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San Francisco - Smartex, the manufacturer of a new advanced camera vision inspection system for circular knitting machines which is said to reduce defective fabric production to close to zero, has signed up as a partner to the C.L.A.S.S eco-hub.

The C.L.AS.S. ecohub is a platform that supports companies to grow more sustainable and competitive in the fashion and textile business. As a new C.L.A.S.S. partner, Smartex will be included in the section of Future Devices, which features smart tools and innovations to manufacture, communicate, raise awareness and promote in the Digital Age.

The San Francisco-based start-up recently launched the Smartex-V1system which is said to detect a range of different issues including Lycra faults, yarn thickness, holes and needle defects.

According to Smartex, the camera inspection system is able to reduce the production costs of textile manufacturers by detecting and stopping the knitting machines. It uses computer vision and artificial intelligence and, says the company, can be easily incorporated in existing knitting machines. It also provides automated insightful productivity and quality reports, real-time production monitorization via the internet, and registers and stores 100 per cent of the production for full transparency and traceability, an opportunity, says Smartex, that has never existed before.

"The textile industry operates on thin margins and has a considerably high defect rate which has huge implications for the environment," Smartex says. "The entire industry is dependent on human eyes to detect defects in textiles. Human conditions in the textile industry aren't great - dust and fibre fill the air, and workers are relied on to catch more than a dozen different types of defects as machines spin out fabric at over 60 revolutions per minute.

"Defects in the textile industry are also notorious for their ability to be compounded: if a roll of fabric is shipped with a defect that wasn’t caught, that can often lead to entire pallets of clothing being discarded, or in some cases even burned - the environmental and financial impact here is enormous.

"Smartex is transforming industry through AI+computer vision. A system of cameras and deep learning algorithms installed on the machines themselves can catch defects at the source, and automatically shut down production before wasting expensive high quality materials."

One area that presents the most challenges, for example, are faults in fabric when using Lycra fibre. Commonly, this defect goes unnoticed until the dyeing stage, resulting in waste of resources. Once a periodic defect is detected, the knitting machine stops the production so that the problem is promptly fixed without causing further damage. In case of singular defects (such as holes, oil spots, contamination points, etc), the system provides a stoppage option, XY roll coordinates, automated online dashboards, and quality reports of the rolls, machines, employees, and the entire factory plant.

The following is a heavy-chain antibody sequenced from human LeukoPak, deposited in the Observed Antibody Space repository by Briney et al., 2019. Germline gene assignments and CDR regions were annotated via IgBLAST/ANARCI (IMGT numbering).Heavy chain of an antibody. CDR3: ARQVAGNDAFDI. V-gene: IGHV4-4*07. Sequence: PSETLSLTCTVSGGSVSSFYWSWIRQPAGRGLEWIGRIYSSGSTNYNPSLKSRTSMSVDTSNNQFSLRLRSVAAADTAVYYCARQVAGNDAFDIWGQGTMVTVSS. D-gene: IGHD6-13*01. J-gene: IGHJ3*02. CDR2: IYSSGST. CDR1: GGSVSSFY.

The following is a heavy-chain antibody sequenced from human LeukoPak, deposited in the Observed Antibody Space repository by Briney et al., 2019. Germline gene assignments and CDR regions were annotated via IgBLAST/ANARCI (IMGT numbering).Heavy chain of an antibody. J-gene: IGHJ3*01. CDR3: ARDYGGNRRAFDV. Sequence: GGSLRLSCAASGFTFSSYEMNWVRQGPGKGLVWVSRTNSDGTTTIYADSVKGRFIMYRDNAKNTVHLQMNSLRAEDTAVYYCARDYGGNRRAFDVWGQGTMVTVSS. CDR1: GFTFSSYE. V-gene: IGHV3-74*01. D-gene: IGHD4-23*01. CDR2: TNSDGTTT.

Based in San Francisco, Shenzhen, and Porto, Smartex was able to develop the system after attracted capital funding from a number of investors including Momenta Ventures, DCVC, Spider Capital, SOSV, Cindy Bi (General Partner at CapitalX) and Fashion for Good, a global initiative supported by brands such as C&A, adidas, Kering Group, PVH, Stella McCartney, Target and Zalando.

The European Commission has also recognized Smartex technologies as fundamental for the industry 4.0 in knitting mills as a way to better manage quality and efficiency, reducing waste and time and avoiding too late inspection after the rolls had been produced, and has granted the company over €2.2 million for research and development.

According to Smartex, research shows that the system can save an average factory almost €1000 per month per machine.

A Savings Report based on Tintex Textiles production in Portugal showed up to 21,613 litres of water can be spared if Smartex intervenes directly in the very first stage, avoiding defective production.

Indeed, most of the time, defected textile rolls proceed to the dyeing and finishing stage, wasting time, water and many other resources. The innovative technology has even allowed to spare 132 Kg of defective fabrics’ weight per month per machine as well as saving 228 kg of CO2 and the usage of natural resources.

“We have chosen to collaborate with Smartex for its out-of-the box vision able to merge the state of the art of digital innovation, sustainable performance and quality design,” said Giusy Bettoni, CEO and founder of C.L.A.S.S.

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